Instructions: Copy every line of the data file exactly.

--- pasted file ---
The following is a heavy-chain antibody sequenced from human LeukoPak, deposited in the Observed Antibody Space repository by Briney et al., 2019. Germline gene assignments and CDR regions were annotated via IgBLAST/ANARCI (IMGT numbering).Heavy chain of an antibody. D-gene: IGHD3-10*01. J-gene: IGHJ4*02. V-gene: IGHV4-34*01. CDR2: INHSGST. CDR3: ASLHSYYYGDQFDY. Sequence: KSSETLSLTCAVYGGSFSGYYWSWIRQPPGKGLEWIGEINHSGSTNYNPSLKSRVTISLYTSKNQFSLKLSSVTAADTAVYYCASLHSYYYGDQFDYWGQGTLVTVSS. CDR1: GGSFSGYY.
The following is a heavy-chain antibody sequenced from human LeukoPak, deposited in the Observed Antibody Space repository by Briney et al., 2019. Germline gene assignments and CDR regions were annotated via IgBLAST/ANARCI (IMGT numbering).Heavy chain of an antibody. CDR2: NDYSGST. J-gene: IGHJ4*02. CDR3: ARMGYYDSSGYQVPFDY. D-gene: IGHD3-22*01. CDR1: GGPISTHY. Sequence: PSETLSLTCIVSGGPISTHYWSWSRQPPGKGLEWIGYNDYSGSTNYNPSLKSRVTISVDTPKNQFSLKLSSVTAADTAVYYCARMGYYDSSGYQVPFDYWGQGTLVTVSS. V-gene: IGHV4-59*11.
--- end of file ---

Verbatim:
The following is a heavy-chain antibody sequenced from human LeukoPak, deposited in the Observed Antibody Space repository by Briney et al., 2019. Germline gene assignments and CDR regions were annotated via IgBLAST/ANARCI (IMGT numbering).Heavy chain of an antibody. D-gene: IGHD3-10*01. J-gene: IGHJ4*02. V-gene: IGHV4-34*01. CDR2: INHSGST. CDR3: ASLHSYYYGDQFDY. Sequence: KSSETLSLTCAVYGGSFSGYYWSWIRQPPGKGLEWIGEINHSGSTNYNPSLKSRVTISLYTSKNQFSLKLSSVTAADTAVYYCASLHSYYYGDQFDYWGQGTLVTVSS. CDR1: GGSFSGYY.
The following is a heavy-chain antibody sequenced from human LeukoPak, deposited in the Observed Antibody Space repository by Briney et al., 2019. Germline gene assignments and CDR regions were annotated via IgBLAST/ANARCI (IMGT numbering).Heavy chain of an antibody. CDR2: NDYSGST. J-gene: IGHJ4*02. CDR3: ARMGYYDSSGYQVPFDY. D-gene: IGHD3-22*01. CDR1: GGPISTHY. Sequence: PSETLSLTCIVSGGPISTHYWSWSRQPPGKGLEWIGYNDYSGSTNYNPSLKSRVTISVDTPKNQFSLKLSSVTAADTAVYYCARMGYYDSSGYQVPFDYWGQGTLVTVSS. V-gene: IGHV4-59*11.